Essex Conservation Reserve Fund
For many years, the Town of Essex was one of only a few in Chittenden County to have a significant amount undeveloped land, but no conservation fund to encourage its protection, even after the 1989 Open Lands Study recommended creating a fund or local land trust. Seeing continued rates of rural development, in 2014 the Conservation Committee began re-evaluating previous failed measures to create a fund in 1990 and 1991 to understand how to make another effort successful. After researching the issue and soliciting community feedback, the Committee and the Town’s planning staff drafted a policy outlining the purpose, funding sources, and uses of a potential Conservation Reserve Fund. This policy was adopted by the Selectboard before the fund went to a vote at Town-wide meeting in 2018 so that voters would have assurance of fiscal responsibility and defined uses, rather than a “slush fund.”
Agricultural Land, Forest Land, Funding, Land Protection, Outreach, Town Plan, water, wetland, wildlife
At Town Meeting 2018, the two measures (one to create the fund, one to appropriate $15,000 in taxes to seed the fund) were passed overwhelmingly by voice vote.
Bob Heiser of the Vermont Land Trust provided guidance on drafting policy and anticipating costs for potential projects.
The Vermont League of Cities and Towns provided policy and legal advice.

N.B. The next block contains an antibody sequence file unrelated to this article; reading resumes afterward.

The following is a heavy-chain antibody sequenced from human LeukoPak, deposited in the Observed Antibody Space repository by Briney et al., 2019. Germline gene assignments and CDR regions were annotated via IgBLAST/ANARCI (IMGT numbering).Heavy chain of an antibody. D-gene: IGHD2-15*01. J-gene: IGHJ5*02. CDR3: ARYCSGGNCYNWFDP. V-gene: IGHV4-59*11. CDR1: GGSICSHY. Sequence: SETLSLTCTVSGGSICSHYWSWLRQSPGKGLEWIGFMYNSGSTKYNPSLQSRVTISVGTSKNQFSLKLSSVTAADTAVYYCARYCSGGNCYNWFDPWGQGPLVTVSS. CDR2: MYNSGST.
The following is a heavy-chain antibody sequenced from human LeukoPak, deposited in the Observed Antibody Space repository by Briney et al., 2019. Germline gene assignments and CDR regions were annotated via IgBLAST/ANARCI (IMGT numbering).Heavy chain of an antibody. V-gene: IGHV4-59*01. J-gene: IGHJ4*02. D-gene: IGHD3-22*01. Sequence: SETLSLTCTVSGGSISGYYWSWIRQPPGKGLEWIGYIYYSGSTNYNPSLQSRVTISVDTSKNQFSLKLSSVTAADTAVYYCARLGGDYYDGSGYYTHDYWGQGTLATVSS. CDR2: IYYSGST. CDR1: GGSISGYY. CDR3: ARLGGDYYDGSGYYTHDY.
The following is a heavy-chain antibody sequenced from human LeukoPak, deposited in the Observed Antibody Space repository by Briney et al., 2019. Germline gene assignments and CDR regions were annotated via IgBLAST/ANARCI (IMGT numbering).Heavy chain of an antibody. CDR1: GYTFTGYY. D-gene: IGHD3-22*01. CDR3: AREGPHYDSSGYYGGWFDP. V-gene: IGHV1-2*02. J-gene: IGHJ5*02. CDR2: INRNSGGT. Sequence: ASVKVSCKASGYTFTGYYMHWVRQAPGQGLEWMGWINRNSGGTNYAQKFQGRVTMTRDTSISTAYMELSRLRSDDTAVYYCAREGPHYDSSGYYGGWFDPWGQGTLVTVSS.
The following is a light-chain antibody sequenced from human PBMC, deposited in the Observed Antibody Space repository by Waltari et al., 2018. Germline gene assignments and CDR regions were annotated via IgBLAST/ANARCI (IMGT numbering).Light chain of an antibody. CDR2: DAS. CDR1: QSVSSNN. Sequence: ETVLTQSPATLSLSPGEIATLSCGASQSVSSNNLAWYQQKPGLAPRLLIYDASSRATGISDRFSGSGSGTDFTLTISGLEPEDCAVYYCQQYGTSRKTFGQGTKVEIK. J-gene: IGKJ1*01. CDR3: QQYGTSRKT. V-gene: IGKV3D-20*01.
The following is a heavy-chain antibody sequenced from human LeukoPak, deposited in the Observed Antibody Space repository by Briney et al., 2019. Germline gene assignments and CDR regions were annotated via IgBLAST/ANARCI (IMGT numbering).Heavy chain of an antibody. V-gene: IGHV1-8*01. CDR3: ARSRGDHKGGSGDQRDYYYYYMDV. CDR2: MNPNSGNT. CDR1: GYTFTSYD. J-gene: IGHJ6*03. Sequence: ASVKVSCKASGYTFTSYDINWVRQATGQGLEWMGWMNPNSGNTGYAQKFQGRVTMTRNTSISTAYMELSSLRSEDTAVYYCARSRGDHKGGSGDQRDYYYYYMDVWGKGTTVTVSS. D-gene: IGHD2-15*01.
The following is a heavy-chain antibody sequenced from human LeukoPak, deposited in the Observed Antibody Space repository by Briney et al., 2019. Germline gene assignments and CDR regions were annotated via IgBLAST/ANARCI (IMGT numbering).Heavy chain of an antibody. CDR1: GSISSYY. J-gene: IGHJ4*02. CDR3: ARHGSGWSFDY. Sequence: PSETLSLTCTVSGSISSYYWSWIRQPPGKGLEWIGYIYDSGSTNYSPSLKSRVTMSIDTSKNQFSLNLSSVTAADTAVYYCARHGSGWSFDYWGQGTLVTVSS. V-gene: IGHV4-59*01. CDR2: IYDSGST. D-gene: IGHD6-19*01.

The Essex Selectboard adopted a policy before the Town-wide vote, demonstrating support for the idea and assurance to the voters of fiscal responsibility.
The Charlotte Conservation Commission and Williston Conservation Commission (as well as Conservation Planner Melinda Scott) provided advice on gaining public and policymaker support for a fund as well as funding and project management considerations.
Prior to the Committee's recent efforts, the 2014 Heart & Soul of Essex project facilitated by the Orton Foundation identified conservation of open space as a community goal, and this public engagement laid the groundwork for the recent success.
Nevertheless, sustained interest and volunteer time from the Conservation Committee (and later the consolidated Conservation & Trails Committee) ensured that the project was carried through to fruition.
This included organizing a community survey on the Town's conservation priorities, which also revealed that many residents did not want significant tax increases, but would be willing to donate to a local conservation fund. The Committee also creating maps showing critical resources based on ANR data, and publicized information about the vote through the town's annual report, the local newspaper, and Front Porch Forum.
Another important factor was diligent research on alternative land conservation measures and the process of creating conservation easements. This led to the defining feature of the successful proposal: a 'donation grant' program which would assist landowners already interested in donating conservation easements cover the legal and stewardship fees required by land trusts.
The Committee considered creation of a local land trust, but decided against it after research showed that money and staff/volunteer time would be spent more efficiently through a conservation fund since there is less 'overhead.'
This level of due diligence helped demonstrate to the community that the town was committed to prudent spending of conservation funding.
Starting from a point of two previous failures was a challenge, but ultimately helped better define the project's path and outcomes. Even so, public resistance to tax increases, as well as staff and volunteer of CTC membership and complicated municipal budget timelines made for a longer process than otherwise might have been possible.